WASHINGTON (Reuters)—The U.S. Supreme Court on Monday declined to hear a case over whether companies that make copycat versions of biologic drugs must wait six months after winning federal approval before bringing them to the market.
The justices opted not to take up Apotex Inc.’s appeal of a July federal appeals court ruling that could delay the Canadian generic drug maker’s launch of biosimilar versions of California-based Amgen Inc’s Neulasta (pegfilgrastim), used to fight infection in cancer patients.
Approved by the U.S. Food and Drug Administration (FDA) in 2002, Neulasta is one of Amgen’s top-selling products, accounting for $4.7 billion of its nearly $21 billion in sales last year.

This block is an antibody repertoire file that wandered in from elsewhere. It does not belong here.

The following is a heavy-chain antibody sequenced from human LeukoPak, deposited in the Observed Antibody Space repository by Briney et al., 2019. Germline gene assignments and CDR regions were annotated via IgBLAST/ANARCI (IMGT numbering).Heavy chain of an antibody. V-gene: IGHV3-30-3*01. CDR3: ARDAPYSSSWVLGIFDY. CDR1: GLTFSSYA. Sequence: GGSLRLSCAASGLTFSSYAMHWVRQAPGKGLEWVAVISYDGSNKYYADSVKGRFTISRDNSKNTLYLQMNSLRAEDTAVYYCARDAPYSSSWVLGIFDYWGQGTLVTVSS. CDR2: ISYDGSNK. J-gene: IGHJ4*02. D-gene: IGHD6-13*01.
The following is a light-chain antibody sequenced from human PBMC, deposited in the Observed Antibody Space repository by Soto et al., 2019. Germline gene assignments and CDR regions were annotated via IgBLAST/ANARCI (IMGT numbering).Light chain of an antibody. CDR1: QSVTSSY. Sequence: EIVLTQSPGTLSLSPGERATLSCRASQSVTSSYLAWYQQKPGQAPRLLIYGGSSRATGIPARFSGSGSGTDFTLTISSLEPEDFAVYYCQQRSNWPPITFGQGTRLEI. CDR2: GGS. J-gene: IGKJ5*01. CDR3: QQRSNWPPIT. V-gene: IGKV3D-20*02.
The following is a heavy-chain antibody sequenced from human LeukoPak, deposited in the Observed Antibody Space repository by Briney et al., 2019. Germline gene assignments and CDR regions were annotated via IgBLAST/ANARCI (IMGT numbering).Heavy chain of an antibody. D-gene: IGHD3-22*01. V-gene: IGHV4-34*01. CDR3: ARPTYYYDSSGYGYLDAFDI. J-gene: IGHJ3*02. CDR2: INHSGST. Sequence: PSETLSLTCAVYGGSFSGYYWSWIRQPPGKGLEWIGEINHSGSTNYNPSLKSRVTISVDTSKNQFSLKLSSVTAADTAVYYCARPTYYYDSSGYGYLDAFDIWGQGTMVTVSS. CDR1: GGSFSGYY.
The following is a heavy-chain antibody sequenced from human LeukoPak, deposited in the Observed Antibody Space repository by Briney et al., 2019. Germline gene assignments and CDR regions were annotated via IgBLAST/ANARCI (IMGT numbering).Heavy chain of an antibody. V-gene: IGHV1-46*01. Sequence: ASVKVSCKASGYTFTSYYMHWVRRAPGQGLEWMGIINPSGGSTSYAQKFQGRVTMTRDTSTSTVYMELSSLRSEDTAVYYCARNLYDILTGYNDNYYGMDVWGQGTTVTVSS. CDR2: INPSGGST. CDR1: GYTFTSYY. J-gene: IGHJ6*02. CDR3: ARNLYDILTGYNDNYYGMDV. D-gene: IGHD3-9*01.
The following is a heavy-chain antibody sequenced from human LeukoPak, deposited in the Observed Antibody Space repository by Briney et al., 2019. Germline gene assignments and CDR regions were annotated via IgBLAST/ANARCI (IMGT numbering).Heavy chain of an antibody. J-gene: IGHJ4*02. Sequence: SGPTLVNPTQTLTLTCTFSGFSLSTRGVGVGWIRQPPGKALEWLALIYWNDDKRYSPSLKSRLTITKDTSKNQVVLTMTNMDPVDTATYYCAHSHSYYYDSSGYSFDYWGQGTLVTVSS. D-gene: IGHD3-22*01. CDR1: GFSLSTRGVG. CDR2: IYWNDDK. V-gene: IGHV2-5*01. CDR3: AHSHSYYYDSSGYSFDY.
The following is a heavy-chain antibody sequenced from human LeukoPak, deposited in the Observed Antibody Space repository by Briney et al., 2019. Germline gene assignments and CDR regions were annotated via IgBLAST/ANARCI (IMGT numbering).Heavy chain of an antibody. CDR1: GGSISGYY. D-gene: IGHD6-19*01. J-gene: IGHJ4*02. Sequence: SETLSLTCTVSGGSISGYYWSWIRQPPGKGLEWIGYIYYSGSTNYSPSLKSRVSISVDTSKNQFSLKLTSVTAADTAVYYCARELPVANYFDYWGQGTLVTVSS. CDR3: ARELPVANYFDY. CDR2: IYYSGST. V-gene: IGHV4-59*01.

Biologic drugs, such as Neulasta, are made using living cells. Unlike traditional drugs, biologic drugs cannot be copied exactly to make generic versions. A 2010 federal law, the Biologics Price Competition and Innovation Act, allows companies to seek approval to sell near-copies, called biosimilars.